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Dekoni Audio Blue Review: Official Fostex T50-RP headphones

Discussion in 'Headphones (full-size)' started by bowei006, Feb 23, 2018.
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  1. bowei006 Contributor
    Hello all, I wanted to make a thread about a new set of headphones from Dekoni Audio that I came to enjoy.


    It seems Fostex officially collaborated with Dekoni, a company known for making quality headphone pads, on a version of the T50-RP now called the "Blue".

    I got to listen to it and received a sample pair from Dekoni and I'm liking its imporvements on the original T50RP quite a bit.

    To my knowledge, the modifications to it include the color scheme, custom Dekoni pads, and general tuning/modifcations of various aspects of the headphone. Dekoni has a suite of headphone measurement systems to test with and did lots of them to come up with this set it seems.

    The biggest things I have with it are that the comfort are upgraded from cringey to heavenly now. My biggest problem with headphone pads are that they are either:
    • the stock hard ones that leave sweat and oils on it
    • Way way too soft that I start mentally feeling uncomfortable like I'm sinking into them. Also builds up heat and sweat
    • Mediocre material that irritates my skin and doesn't work for long sessions.

    So far, I haven't had any of those issues with the Blue's. For some reason, the pads are "solid". I don't have other words to describe them but that the foam is stiff but also moldable to your head without the same icky sinking feeling I get with other pads. The base material that touches the surrounding of your ear has a slight grip to it and feels dependable as well.

    I'm also a fan of the sound. It has less surging energy as the stock unit has which made it 'hot' and 'bright' after a while and sounds much more 'tamed'. Mid-range background instrumentals were stronger and much too apparent/forward on the stock units and that has been 'rectified' as well with the vocals taking a higher priority this time around. The bass has also been brought to life in this variant as well :)

    More on it will have to wait until the review is out :p

    Anyway, just wanted to share my thoughts on these with y'all.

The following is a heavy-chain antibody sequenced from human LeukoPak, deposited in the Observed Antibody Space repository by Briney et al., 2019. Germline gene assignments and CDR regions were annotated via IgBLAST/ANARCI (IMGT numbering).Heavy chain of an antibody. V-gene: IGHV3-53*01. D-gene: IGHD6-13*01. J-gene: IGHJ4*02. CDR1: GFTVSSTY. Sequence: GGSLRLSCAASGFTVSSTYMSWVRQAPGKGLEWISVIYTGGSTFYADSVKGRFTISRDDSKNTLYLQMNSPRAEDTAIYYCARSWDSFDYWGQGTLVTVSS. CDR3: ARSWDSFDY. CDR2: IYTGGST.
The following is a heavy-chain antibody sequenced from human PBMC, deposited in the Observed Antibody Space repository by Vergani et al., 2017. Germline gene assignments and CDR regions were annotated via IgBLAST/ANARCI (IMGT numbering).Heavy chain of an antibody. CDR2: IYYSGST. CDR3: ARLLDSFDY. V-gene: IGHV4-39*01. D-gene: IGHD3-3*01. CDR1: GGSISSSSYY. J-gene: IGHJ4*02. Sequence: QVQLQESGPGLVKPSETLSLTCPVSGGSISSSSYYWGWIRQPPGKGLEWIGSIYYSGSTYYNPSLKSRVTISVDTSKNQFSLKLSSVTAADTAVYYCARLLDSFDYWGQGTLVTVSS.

To read the FULL REVIEW in its original glory. Click Below:


    It wouldn’t be a lie to say that the Fostex T50RP are the most well known planar magnetic headphones on the planet and probably account for most enthusiasts first foray into this driver technology. The T50RPs are legendary in our world for being an affordable behemoth and for having insane modding ability. We have seen this time and time again with thread after thread on Head-Fi as users keep finding new ways to get the sound and quality out of this headphone. Mr. Speakers is also famous for having his Mad Dogs which were an unofficial production of a T50RP already modded.

    Today, I have the Dekoni Audio Blue (MSRP: $299) which is a collaboration effort between Dekoni Audio and Fostex to produce this official T50RP MKIII ($160) modded unit. Dekoni Audio is renowned for its high quality aftermarket ear pads and has even partnered with a plethora of companies to develop pads for them as well.

    The Blue starts off as a base T50RP MKIII before the engineers at Dekoni get their hands on them and customize it. The primary differences are the outer color scheme, Dekoni custom hybrid pads for comfort and sonic tuning, internal driver housing modifications, and cabling. It may not seem like much at first but believe me when I say it changes the playing field completely.

    Usability and Build:

    The outer color scheme was revamped from the original black and dreary look. Whereas the original was more suitable for a studio professional closed off to the world, the new units have a mid blue color scheme with a modern take on design. A sound wave adorns the outside on both sides giving them a look that is more ‘hip’ and contemporary. The new appearance essentially changes the ‘idea’ of where these headphones should or could be used from a production studio to being worn outside or at cafes.

    Let me just say that the box the Blue’s came in look wicked. Great use of ‘white space’ (blue in this case) around the two collaborative logos in a central alignment before we get the sound wave with the Blue model imposed in between it. It’s an exceptional design to be honest. Everything inside was packaged compactly and I was able to get it all out without much hassle which is a big thing for me. If I have to bring out the knife and scissor and carefully slice my way to get to your product, you’re doing it wrong. Dekoni passes this test with flying colors.

    To align with this idea, Dekoni has given the Blue’s a new 2 meter cord, down from the unmanageable 3 meter one that comes with the stock T50RP MKIII; both are still detachable. It currently terminates directly to quarter inch with a beefy housing and strain relief. A quarter inch to 3.5mm adapter is included with the package.

    Without a doubt, the biggest change to the Blue would be the headphone pads. They are the most comfortable pads I have used ever. They have endured multi-hour long sessions without needing to be taken off thanks to their plush but supportive high-density foam and light clamping pressure. Dekoni notes that their hybrid pads are made up of a combination of three materials. The pads have “sheepskin on the outside, velour on the face of the ear pad for comfort, and Dekoni’s Fenestrated Sheepskin on the inside of the ear pad for a smooth transition of sound from speaker to ear”.